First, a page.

Corona and Beliefs
Our science has brought considerable success in recent years. Technological progress has also contributed to achievements in medical science, which have helped us achieve the status quo in all areas of medicine and have given rise to a multitude of specialties. This progress is met with enormous confidence. This trust is so unshakable that statements of a scientist, immediately perceived as “truth”, reach our consciousness unfiltered.
Cobb offers his opponent his ability to plant a thought into an opponent’s head, which then controls him continuously. In this scene from the film Inception, Cobb asks the following question: “What is the most resilient parasite? […] An idea. Resilient… highly contagious. Once an idea has taken hold of the brain it’s almost impossible to eradicate. […] An idea is like a virus, resilient, highly contagious. The smallest seed of an idea can grow. It can grow to define or destroy you.”
Is science “belief” or law?
We associate science least of all with faith. But there are differences. There are laws that are unchangeable but can be researched and learned. These are for example the laws of nature known to us as part of science. (Natural) laws form a recurring fixed function. Through observation, a recurring result can be determined. No generalization is necessary. For theories and hypotheses, however, there are no fixed laws. It is understood as an equal component of science, which is examined with empirical science from connections and correlations. These are then assigned probabilities. The investigated facts are considered under the influence of single or several factors. An investigation can be reproduced, but the result is different; so that one inevitably gives or denies faith to an investigation. The foundation of empirical science is “faith” in correctly made assumptions, relevant correlations and experience. Unless there is a 100% law for a process under investigation so that you can investigate it, a fact is based on your ‘faith’.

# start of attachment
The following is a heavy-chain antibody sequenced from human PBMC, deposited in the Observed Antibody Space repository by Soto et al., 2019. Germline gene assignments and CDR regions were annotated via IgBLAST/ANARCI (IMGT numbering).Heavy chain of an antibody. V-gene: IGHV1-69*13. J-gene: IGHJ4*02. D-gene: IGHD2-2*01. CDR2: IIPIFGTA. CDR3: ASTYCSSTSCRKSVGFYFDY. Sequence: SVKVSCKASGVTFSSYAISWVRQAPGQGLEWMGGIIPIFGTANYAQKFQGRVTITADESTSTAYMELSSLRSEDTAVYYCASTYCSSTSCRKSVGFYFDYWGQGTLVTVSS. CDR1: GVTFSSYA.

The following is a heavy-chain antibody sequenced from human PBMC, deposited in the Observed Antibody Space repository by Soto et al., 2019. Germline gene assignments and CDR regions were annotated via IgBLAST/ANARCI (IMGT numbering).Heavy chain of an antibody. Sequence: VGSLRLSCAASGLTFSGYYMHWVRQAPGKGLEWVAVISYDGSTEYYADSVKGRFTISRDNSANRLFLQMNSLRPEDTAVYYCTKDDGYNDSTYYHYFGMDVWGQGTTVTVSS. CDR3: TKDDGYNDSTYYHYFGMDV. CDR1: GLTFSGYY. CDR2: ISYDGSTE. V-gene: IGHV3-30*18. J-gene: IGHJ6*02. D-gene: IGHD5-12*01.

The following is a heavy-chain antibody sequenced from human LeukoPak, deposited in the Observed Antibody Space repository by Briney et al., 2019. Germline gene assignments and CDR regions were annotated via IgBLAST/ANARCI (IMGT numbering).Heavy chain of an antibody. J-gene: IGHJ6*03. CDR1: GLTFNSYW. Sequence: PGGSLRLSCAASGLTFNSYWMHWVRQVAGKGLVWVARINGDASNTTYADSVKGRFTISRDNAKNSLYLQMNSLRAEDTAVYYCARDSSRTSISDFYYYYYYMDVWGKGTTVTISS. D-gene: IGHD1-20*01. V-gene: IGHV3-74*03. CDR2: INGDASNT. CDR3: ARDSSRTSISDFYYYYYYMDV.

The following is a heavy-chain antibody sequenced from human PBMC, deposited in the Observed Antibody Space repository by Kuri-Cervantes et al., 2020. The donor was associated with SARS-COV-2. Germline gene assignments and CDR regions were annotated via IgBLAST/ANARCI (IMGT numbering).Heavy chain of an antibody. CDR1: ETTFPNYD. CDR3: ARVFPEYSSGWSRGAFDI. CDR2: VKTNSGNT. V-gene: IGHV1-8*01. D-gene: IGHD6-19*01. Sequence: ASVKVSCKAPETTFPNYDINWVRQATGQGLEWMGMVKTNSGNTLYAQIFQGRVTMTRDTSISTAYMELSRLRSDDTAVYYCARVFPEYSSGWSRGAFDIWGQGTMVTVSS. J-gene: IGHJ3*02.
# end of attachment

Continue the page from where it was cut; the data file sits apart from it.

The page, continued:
Faith as a driving force
In contrast to the laws of nature, a simple “belief” is sufficient for theories, e.g. evolutionary theory. But then what makes this science so successful?
The basis of our actions is always trust. This is not really new. Trust establishes the invisible “spiritual” connection to other people or beings. However, this connection does not necessarily have to be based on positive experiences, but only on experiences. If I now receive information from a “trust” source, I am faced with the decision to believe or to reject it.
Every human being therefore checks incoming information for its truth content in fractions of seconds. At the end of the decision process an action is pending. Since we cannot or do not want to understand everything, “trustworthy” sources with a large amount of experience are now preferred when making a decision. Many experiences lead to a subconscious, convincing certainty. Example bus timetable: If you think you will get to the bus in time, you will start walking. If you do not believe it, you wait for the next one. Example Corona: If you believe that a face mask of one type protects you from infections, then you certainly will wear this mask. Even if science later revokes it. When science classifies surfaces as a danger of infection, people start to disinfect the surfaces. Some still do it afterwards, after the all-clear has been given. The belief in the “right thing” explains the confusion and contradiction in medical science. Obedience is based on “faith” in medical science.
What should I do?
Thoughts are always the result of thinking about incoming information. From the film scene there is the interesting statement that a thought is more resistant than viruses, bacteria and germs. Now check your actions with incoming information. Who do you trust? On whose word do you listen? Maybe you now understand why news, presence of well-known people, advertising and brands have a lasting effect on your life and your decisions. You trust without wanting to, or ever having decided to, really want to. Corona has only to do with “faith” in science. A belief that relies on statistical calculations, age correlation and suspected risks of infection and relies on calculated risks and fears. Ask yourself why you do what you do!
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